Bruce Arnold

Chief Critic of the Irish Independent, writing about art, theatre, music and politics

Government has been inept in its handling of Bruton bid

JOHN Bruton followed an impeccable protocol in putting his name forward for the presidency of Europe. Already a high official within the European Union, he addressed himself to the ambassadors of all 27 member states, asking for their assistance "in conveying a message to your government", that if no serving member of the council of ministers were available, he would like to be chosen as president of the European Council.

It is not clear what protocol was applied to this message when received at the Department of Foreign Affairs, but it was certainly less than impeccable, with the minister making a confused public response, almost certainly before the Government had considered the message sent to it, and Brian Cowen following up with an equally confused response.

He failed to withdraw endorsement of Tony Blair, blundering into a set of mixed messages that seemed to rely on how John Bruton's application might work out with other EU States. Moreover, it was crass in the way it was at odds with the Government's referendum stance, idolising the EU and its senior figures -- with the obvious exception of Bruton.

Taoiseach Brian Cowen clearly spoke without benefit of government decision on how to proceed, which should have been collectively decided. Our strength and clarity was undermined on a key question. It was a mixture of leading from the rearguard combined with more than a touch of "whatever you're having yourself".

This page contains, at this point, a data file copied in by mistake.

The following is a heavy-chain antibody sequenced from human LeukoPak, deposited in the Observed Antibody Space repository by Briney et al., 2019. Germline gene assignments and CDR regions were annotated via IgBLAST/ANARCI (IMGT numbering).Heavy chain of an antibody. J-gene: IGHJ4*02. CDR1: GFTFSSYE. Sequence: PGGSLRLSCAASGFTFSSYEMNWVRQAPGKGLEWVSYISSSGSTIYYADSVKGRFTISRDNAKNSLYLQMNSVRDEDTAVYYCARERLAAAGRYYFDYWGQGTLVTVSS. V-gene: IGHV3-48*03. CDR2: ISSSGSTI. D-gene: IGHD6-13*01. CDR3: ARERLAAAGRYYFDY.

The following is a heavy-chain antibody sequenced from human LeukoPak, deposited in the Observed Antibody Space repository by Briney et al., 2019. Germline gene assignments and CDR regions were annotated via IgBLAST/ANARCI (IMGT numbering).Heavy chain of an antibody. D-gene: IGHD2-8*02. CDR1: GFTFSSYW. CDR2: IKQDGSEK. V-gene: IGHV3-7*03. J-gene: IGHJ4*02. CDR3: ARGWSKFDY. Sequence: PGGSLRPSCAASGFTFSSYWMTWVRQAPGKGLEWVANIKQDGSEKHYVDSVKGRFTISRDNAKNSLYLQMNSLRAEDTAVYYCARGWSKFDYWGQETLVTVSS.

Cowen and his Government look stupid as a result, not surprisingly, given the frequency with which this haphazard and undisciplined approach to serious issues emerges from a confused administration.

The application for the presidency was a very serious moment for John Bruton, and he handled it correctly. Had he approached the Government unilaterally, he would have been undermined. The Government's failure to approach him was stupidity. What his future fortunes may be is open to speculation. That he is an outstanding candidate cannot be denied. He is one of the most underrated of the limited band of truly able, even great, figures who have served Ireland in the past half-century. He has done so with flawless integrity. He has great intellectual capacity, combined with wisdom and good judgment. From his maiden speech as Minister of State appointed to Education by Liam Cosgrave, I have witnessed his political career with consistent admiration.

He had to contend with two serious political handicaps not of his making. The first was the engrained prejudice of Fianna Fail, whose resentment of his balanced view of Unionists and Nationalists in the North -- eventually to prove the critical factor in arriving at a settlement -- led to ignorant and prejudiced attacks about the significant contribution he made to the peace process.

Fianna Fail were equally ignorant and prejudiced in seeking to block the passage of the divorce referendum.